A documentary produced and directed by DuVernay commissioned by ESPN for their film series Nine for IX on Venus Williams fight for equal prize money entitled Venus Vs. aired July 2, 2013.[28]

In July, it was announced that DuVernay would direct episode 3.08 of Scandal, later titled "Vermont is for Lovers Too".[29]

In August DuVernay released a second short film through Vimeo entitled Say Yes.[30] The film was sponsored by cosmetic brand Fashion Fair and starred Kali Hawk and Lance Gross. Julie Dash, Victoria Mahoney, Lorraine Toussaint and Issa Rae appeared as extras in the film.

DuVernay directed and co-wrote Selma, the Martin Luther King Jr., Lyndon Johnson, and 1965 Selma to Montgomery march feature project produced by Plan B.[31] The movie was released on Christmas, 2014.[32]

Future projects[edit]

In 2013 she also announced development on a narrative feature film entitled Part of the Sky set in Compton.[33]

Film distribution[edit]

On January 7, 2011, an article entitled "Building An Alliance To Aid Films By Blacks" by Michael Cieply was published in The New York Times about DuVernay's effort to organize African-American film festivals and orchestrate theatrical releases for black independent films. The collective is called the African-American Film Festival Releasing Movement (AFFRM).

DuVernay's I Will Follow marked the first theatrical release of AFFRM on March 11, 2011. I Will Follow grossed a per-screen-average of $11,563, and expanded from five screens in five cities to 22 screens in 15 cities after its first weekend. AFFRM released the 2011 Sundance Audience Award-winner Kinyarwanda on December 2, 2011. AFFRM released the 2011 Sundance Film Festival Official Selection Restless City by Andrew Dosunmu in April 2012. AFFRM released Ava DuVernay's Middle of Nowhere, Winner of the 2012 Sundance Film Festival for Best Director, on October 12, 2012. In 2013, AFFRM has released Storm Saulter's Better Mus' Come and Neil Drumming's Big Words. In 2014, AFFRM has so far released the BP Oil Spill documentary Vanishing Pearls by Nailah Jefferson.

Personal life[edit]

DuVernay resides in Los Angeles, California.[14]

Filmography[edit]

Year Film Role Notes
2014 Selma Director Nominated - Independent Spirit Award for Best Director
Nominated - Satellite Award for Best Director
Nominated - Golden Globe Award for Best Director
Nominated - Critics' Choice Movie Award for Best Director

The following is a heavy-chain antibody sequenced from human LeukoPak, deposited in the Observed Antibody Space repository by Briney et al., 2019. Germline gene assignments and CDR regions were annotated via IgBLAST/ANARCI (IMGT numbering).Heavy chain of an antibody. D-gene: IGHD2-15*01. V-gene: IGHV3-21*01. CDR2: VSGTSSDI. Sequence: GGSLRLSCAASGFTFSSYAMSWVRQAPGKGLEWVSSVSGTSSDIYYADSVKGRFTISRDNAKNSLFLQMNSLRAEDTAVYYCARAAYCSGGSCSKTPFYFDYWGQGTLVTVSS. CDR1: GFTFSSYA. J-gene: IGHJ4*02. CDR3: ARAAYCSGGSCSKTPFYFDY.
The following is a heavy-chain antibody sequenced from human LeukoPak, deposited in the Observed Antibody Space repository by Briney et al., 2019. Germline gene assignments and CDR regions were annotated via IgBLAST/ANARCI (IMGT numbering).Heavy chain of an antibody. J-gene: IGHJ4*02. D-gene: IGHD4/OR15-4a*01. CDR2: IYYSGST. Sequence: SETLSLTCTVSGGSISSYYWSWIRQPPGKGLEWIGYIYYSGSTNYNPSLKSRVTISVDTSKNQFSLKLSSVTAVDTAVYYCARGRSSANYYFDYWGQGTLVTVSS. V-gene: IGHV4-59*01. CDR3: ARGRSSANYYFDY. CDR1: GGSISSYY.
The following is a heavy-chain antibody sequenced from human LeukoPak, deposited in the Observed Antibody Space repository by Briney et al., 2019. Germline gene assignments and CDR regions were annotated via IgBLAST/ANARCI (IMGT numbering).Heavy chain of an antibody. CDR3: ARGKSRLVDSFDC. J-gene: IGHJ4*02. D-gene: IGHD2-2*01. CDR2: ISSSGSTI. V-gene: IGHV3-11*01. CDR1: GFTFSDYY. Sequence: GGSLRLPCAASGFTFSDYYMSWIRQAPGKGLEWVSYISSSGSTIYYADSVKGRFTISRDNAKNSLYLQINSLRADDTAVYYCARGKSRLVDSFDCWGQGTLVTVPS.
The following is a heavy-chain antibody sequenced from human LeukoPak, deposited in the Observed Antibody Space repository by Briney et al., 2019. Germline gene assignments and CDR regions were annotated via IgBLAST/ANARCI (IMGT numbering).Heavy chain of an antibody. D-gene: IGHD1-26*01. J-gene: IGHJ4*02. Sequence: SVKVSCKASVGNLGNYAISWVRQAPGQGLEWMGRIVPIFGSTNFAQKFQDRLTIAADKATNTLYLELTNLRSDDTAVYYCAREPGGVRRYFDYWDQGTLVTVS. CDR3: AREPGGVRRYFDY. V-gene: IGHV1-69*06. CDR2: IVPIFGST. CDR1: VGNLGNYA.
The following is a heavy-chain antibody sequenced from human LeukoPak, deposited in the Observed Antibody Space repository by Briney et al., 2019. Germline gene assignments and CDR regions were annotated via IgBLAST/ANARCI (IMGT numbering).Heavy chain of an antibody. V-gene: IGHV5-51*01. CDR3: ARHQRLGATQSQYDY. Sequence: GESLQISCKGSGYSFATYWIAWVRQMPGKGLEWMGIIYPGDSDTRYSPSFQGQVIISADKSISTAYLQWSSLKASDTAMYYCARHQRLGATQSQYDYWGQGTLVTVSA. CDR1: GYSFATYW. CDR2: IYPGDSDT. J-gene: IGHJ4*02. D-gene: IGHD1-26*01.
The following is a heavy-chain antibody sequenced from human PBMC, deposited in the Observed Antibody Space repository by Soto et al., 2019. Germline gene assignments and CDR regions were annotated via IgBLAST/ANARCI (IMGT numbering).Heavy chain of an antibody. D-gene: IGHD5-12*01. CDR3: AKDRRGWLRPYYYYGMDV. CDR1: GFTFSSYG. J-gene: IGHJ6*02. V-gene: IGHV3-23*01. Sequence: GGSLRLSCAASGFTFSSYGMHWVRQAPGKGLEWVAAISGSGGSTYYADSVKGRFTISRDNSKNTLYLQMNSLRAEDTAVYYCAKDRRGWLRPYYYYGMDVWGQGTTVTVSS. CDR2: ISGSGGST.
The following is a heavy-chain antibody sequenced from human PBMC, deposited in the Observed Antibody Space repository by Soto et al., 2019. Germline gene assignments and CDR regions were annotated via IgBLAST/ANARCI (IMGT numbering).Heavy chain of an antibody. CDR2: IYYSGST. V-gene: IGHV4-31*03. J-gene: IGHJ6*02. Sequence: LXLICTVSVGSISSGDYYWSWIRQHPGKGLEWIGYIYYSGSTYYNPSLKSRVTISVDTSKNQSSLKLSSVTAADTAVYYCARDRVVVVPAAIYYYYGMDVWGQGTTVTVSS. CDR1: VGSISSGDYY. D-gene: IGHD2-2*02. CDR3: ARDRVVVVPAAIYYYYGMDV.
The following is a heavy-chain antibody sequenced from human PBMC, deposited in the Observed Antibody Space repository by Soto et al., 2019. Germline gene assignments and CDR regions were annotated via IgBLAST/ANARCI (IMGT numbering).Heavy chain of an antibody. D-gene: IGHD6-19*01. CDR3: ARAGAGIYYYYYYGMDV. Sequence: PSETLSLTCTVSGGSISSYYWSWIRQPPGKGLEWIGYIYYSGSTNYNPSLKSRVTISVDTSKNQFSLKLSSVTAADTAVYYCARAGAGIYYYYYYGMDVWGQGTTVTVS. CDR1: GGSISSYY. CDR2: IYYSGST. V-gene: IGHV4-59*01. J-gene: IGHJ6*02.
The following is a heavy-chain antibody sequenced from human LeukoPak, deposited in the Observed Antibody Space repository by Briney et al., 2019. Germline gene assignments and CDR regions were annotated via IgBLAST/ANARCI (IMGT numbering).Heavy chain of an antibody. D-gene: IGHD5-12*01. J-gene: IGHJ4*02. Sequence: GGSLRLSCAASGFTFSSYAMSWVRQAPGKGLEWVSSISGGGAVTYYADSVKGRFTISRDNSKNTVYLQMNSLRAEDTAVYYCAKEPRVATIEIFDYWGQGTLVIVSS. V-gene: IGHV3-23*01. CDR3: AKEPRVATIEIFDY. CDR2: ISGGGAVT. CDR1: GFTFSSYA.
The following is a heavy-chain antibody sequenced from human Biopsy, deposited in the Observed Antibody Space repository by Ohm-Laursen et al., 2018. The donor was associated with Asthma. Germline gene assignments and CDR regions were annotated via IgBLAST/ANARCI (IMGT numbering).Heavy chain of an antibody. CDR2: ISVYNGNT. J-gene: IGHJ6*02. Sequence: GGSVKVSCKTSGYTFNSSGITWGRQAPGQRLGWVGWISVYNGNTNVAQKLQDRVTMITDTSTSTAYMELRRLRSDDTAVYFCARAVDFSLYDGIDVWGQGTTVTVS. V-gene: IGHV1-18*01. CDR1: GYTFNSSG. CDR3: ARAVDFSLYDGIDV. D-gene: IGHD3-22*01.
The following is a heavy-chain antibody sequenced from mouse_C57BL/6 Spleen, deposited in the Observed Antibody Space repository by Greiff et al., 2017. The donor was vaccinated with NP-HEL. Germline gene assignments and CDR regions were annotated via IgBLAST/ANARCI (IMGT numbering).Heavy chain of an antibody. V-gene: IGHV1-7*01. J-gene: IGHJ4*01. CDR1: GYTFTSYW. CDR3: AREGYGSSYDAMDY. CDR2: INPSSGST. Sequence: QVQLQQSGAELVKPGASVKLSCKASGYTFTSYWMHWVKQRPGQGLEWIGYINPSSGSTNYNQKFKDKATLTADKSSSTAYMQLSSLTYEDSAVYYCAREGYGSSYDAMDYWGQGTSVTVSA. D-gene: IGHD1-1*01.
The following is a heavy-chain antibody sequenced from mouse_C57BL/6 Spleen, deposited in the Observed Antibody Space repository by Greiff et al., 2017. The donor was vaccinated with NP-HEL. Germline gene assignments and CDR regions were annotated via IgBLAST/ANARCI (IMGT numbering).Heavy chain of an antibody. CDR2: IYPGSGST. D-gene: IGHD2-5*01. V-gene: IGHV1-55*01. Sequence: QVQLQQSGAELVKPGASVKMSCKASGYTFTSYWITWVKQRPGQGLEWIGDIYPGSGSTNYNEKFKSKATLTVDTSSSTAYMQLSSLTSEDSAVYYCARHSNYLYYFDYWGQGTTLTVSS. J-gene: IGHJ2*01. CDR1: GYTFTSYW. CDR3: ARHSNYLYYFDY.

2013 Scandal Director Television Episode
2013 Say Yes for Fashion Fair Director/Writer Branded Short
2013 Venus VS. Director/Writer Television Documentary
2013 The Door for Prada Director/Writer Branded Short
2012 Middle of Nowhere Director/Writer Won - U.S. Directing Award: Dramatic 2012 Sundance Film Festival
2011 I Will Follow Director/Writer Narrative Feature Film
2010 My Mic Sounds Nice Director/Executive Producer Television Documentary
2010 Essence Music Festival '10 Director/Writer Television Documentary
2010 Faith Through the Storm Director/Writer Television Documentary
2008 This Is the Life Director/Producer Feature Documentary
2007 Compton in C Minor Director/Producer Short Documentary
2006 Saturday Night Life Director/Writer Narrative Short

Awards and nominations[edit]

Year Award Category Work Result
2011 African-American Film Critics Best Screenplay I Will Follow Won
2012 Black Reel Awards Best Screenplay Nominated
Best Director Nominated
NAACP Image Awards Outstanding Independent Motion Picture Nominated
Sundance Film Festival Directing Award Middle of Nowhere Won
Grand Jury Prize Nominated
Film Independent Spirit Awards Independent Spirit John Cassavetes Award Won
Humanitas Prize Sundance Film Nominated
African-American Film Critics Best Independent Film Won
Best Screenplay Won
Best Picture Nominated
Alliance of Women Film Journalists Best Woman Screenwriter Nominated
Women Film Critics Circle Josephine Baker Award Won
2013 Black Reel Awards Best Director Won
Best Screenplay Won
Best Film Nominated
Gotham Awards Best Feature Nominated
2014 Online Film Critics Society Award Best Director Selma Nominated
Black Film Critics Circle Best Director Won[34]
Film Independent Spirit Awards Best Director Pending
Critics' Choice Movie Awards Best Director Pending
Satellite Awards Best Director Pending
Golden Globe Award Best Director Pending

References[edit]

  1. ^ "Ava DuVernay, Film "Middle of Nowhere" Reminds Us that Great Films Still Exist". TOAN Magazine. October 26, 2012. Retrieved November 24, 2014.